Spread betting guide | Robbie Burns
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Robbie Burns, also known as the Naked Trader, is back with The Naked Traders Guide To Spread Betting.
Many investors are instantly concerned by the word ‘betting’, however Robbie demonstrates how the associated risks can be managed and even introduces us to a new investing idea which he calls the ‘Spread ISA’.
Using similar strategies you may already be accustomed to, we uncover Robbie’s thoughts on how we can use spread betting to grow substantial sums of money.
Let’s take a look.
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Robbie gained popularity whilst writing a column for the Sunday Times called ‘My DIY Pension’.
He disclosed his investment decisions from 2002 and eventually managed to turn a £40,000 account into £500,000 by 2018.
One of a small community of ISA Millionaires, Robbie continues to share his investment decisions on his Naked Trader website under ‘Robbie’s Trading Diary’.
From 2006 through to today, Robbie has provided more than 1500 trades.
Before looking at his spread betting techniques we quickly analyse the stats from all his recommendations.
From Robbie’s closed trades, his equity curve looks like this.
There would likely have been slightly more volatility than the curve suggests, but nonetheless we can see over the 14-year period how his account grew.
Robbie’s average trade is held for 198 days.
He has a winning strike rate of 78%.
His average win value is £1473 and his average loss is £355, providing a risk reward ratio of just over 4.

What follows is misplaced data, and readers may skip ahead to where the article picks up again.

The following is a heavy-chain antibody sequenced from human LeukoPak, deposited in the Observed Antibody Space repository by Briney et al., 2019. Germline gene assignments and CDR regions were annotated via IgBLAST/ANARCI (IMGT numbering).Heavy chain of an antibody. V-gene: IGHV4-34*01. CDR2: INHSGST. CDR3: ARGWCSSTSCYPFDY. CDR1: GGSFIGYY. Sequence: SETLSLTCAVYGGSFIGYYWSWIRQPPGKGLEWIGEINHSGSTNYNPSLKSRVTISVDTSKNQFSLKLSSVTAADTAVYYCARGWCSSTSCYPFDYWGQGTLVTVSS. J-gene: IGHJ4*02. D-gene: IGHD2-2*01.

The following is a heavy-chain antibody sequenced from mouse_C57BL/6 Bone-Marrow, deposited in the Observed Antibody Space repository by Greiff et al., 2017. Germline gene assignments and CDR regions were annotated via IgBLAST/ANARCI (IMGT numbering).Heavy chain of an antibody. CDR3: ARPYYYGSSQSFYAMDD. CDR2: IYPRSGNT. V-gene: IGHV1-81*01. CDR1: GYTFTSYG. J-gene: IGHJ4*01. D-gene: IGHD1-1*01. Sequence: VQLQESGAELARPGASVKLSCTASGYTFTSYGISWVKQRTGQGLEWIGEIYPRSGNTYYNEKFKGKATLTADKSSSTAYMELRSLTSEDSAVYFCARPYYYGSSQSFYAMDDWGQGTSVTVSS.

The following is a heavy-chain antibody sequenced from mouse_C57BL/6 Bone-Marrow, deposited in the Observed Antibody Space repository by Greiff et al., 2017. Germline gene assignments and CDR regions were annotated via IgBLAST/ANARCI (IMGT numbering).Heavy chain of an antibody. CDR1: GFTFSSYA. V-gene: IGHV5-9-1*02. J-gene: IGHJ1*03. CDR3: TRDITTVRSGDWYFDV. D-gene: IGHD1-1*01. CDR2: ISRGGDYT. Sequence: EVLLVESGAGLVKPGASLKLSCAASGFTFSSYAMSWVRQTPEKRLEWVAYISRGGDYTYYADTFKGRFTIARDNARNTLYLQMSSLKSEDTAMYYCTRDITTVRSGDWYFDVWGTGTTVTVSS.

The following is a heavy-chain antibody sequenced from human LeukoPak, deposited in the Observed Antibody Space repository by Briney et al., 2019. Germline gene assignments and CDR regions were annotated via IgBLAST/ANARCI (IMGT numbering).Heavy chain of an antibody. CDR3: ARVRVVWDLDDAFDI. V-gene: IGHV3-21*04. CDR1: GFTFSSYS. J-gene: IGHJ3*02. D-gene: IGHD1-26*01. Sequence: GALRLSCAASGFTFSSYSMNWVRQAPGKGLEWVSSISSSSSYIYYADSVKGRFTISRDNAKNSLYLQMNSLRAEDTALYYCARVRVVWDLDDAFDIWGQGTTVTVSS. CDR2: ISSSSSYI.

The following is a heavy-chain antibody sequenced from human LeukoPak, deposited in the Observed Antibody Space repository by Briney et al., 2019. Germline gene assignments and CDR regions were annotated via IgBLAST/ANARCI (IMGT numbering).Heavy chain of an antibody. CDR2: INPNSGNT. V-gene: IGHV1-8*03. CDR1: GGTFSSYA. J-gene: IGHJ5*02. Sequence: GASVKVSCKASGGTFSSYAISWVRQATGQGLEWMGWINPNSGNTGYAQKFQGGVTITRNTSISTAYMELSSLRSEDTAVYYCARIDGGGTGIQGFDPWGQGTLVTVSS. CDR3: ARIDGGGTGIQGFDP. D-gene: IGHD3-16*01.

The average stop loss position is 11%.
Overall, very healthy stats. Now let us move on to the spread betting principles which have contributed to such returns.
Robbie is aware of the stigma when talking about spread betting at social events, acknowledging that people instantly relate the topic to gambling, and do not take him seriously.
He’s since claimed to be a window cleaner and even an owner of a cat boarding home, or anything that does not relate to the word ‘betting’.
Once fully understood and applied correctly however, spread betting does not need to be associated with gambling in the way that most people perceive.
“It’s a tool with so many advantages that I think it’s crazy that people either ignore it, or even worse think it’s too complicated, its actually extremely simple”.
Before we move on, it must be noted that buying and selling shares through a spread betting company does not mean you own any shares of the business, but in the same way as owning shares, you still receive dividend payments.
You are in effect betting on whether the share price is going up or going down, which is not entirely different than buying shares the conventional way.
The term spread is determined by the price at which you can buy a stock, also known as the offer, and the price at which you can sell a stock, also known as the bid.